Active investing isn’t gambling for traders who know the odds
When someone’s interested in options trading but doesn’t know quite how to approach it, ask a question that provides context just about everyone understands. “Who makes more money, the casino or the gambler?” They always get the answer right.
Casinos make more money than the players. Even though a skilled blackjack player who counts cards might make money over time, those winnings are dwarfed by the profits of a casino.
Why? Casinos are probability-based businesses. They determine game payouts by calculating the probability of a gambler winning and then paying out smaller amounts to winning gamblers than they theoretically should.
The difference between what the casino actually pays out compared with what it theoretically should pay out in a completely fair bet is called its “edge.” In blackjack, for example, the casino has about a 0.5% edge overall.
That may not sound like a large amount, but over the thousands of hands of blackjack played in an hour in a casino multiplied by the dollar amount wagered, 0.5% equates to a lot of money. Nice work if you can get it.
What casinos don’t do is what gamblers hope to do: make a huge profit on a small bet. And sometimes inexperienced traders can fall into that same trap of trying to reap huge returns from a single lucky options trade.
But even though that might happen once, it’s hard to do that trade after trade, month after month, year after year. In fact, gambling with options is a good way to lose money. Nobody wants that.
So, here’s the next question to pose: “Would you like to make money the way casinos do? Legally?” Invariably, the answer is “yes.” That leads to an explanation of why traders can make money over time by selling out-of-the-money options.
The payout on the short option is greater than the probability-based theoretical payout should be. It’s not much, but like a casino, anyone making lots of small trades—each with a high probability of profit—can earn significant returns over time.
So, basing trades and investments on quantifiable probabilities is a logical choice for just about everyone—except, of course, Wall Street analysts and money managers. A self-directed trader can make many small bets that each have a greater than 50% probability of making money.
Calculating the edge
But how can a trader figure out the edge of a short options trade, assuming that options are fairly priced? Casinos can calculate their edge because the rules of the games and all potential outcomes are clearly defined. But that’s not necessarily the case with options trading.
There is, however, a simple hack to estimate the edge in a short option. It’s the difference between a stock option’s individual implied volatility and the overall volatility for all the options on that stock, multiplied by the option’s vega.
As a refresher, an option’s implied volatility is the volatility that, when plugged into an options pricing formula, makes the option’s theoretical value equal to its market value. The overall volatility of a stock’s options is a VIX-style weighted average, and it’s used to determine the probability of a stock reaching some price in the future.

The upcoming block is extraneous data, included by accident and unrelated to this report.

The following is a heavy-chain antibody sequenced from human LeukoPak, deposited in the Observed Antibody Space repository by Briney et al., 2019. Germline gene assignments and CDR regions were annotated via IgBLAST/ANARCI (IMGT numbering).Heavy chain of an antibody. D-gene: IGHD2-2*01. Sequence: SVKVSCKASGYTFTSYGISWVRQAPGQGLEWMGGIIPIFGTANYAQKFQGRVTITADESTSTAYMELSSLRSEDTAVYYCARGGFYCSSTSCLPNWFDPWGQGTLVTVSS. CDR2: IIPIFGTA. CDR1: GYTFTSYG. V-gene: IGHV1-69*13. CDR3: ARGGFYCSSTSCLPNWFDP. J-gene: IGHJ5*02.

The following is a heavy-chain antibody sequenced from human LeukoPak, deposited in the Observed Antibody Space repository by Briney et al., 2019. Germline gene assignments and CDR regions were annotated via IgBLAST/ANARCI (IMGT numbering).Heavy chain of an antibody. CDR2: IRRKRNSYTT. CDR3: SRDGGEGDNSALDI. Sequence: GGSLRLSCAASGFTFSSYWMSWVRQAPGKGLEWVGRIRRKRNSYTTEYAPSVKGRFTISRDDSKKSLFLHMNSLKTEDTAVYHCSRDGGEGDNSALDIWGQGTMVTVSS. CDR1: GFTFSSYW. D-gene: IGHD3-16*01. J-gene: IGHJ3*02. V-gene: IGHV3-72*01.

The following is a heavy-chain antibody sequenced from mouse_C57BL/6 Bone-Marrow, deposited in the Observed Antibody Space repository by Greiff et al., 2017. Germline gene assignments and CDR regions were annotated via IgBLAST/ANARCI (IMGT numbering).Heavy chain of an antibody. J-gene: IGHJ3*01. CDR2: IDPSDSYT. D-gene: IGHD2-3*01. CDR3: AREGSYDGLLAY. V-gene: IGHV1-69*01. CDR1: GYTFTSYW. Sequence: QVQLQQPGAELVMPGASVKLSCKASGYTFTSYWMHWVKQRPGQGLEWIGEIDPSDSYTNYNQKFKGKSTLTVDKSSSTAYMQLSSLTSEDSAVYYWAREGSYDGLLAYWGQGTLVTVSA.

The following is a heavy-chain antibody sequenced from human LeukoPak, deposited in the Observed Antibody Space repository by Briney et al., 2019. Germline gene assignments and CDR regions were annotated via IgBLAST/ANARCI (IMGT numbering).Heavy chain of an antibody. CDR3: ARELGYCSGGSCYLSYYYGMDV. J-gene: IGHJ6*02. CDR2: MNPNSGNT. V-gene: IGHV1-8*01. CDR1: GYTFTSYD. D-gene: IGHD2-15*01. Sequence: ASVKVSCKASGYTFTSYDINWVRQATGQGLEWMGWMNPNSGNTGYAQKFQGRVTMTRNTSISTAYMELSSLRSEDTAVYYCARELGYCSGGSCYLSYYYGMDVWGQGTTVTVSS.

Vega is how much an option’s theoretical value changes when volatility changes.
The overall volatility is used to calculate an expected high and low range for a stock, and because it incorporates most of a stock’s options in its calculation, it’s often lower than the implied volatility of individual options.
The lower overall volatility means smaller potential price changes in the stock than the prices of the individual out-of-the-money options with higher implied volatility indicate. That difference between the volatilities can be interpreted as an edge.
For example, a trader who’s bullish on Wynn Casinos (WYNN) might consider shorting a put. When WYNN was trading for $124.50, its overall volatility was 41%. The 95 put with 56 days to expiration was trading for 0.80, and it had an implied volatility of 50% and a vega of 0.06.
The difference between the 95 put’s implied volatility and the overall volume is 9% (0.09). So, 0.09 times the option’s 0.06 vega equals 0.0054, or 0.54%. That’s very close to the edge the casino has in blackjack.
Multiply that 0.0054 by the option’s 0.80 price to get 0.00432. Multiply that by the $100 contract size of the option, and the actual dollar amount of that edge is $0.43.
That may not sound like a lot. But over the course of thousands of trades over the years, those small numbers add up, just like they do in a casino.
Does that mean selling options when their implied volatility is higher than the overall volatility is a guaranteed winner? Unfortunately, the answer is “no.”
Just like casinos sometimes lose bets no matter how small the probability.
And if some gambler walks in with $100 million of crypto profits and sits down at a blackjack table to make one massive bet, the payout on a winning hand could bankrupt the casino.
That’s why casinos have table limits. They know that while they might lose one bet, they’ll probably win the majority of 10,000 bets. Approach trading in the same way, with lots of small trades, none of which could bankrupt you.
So, don’t gamble. Look to profit the same way that casinos do. Keep the probabilities on your side and the edges positive.
Tom Preston, Luckbox features editor, is the purveyor of all things probability-based and the poster boy for a standard normal deviate. @fittypercent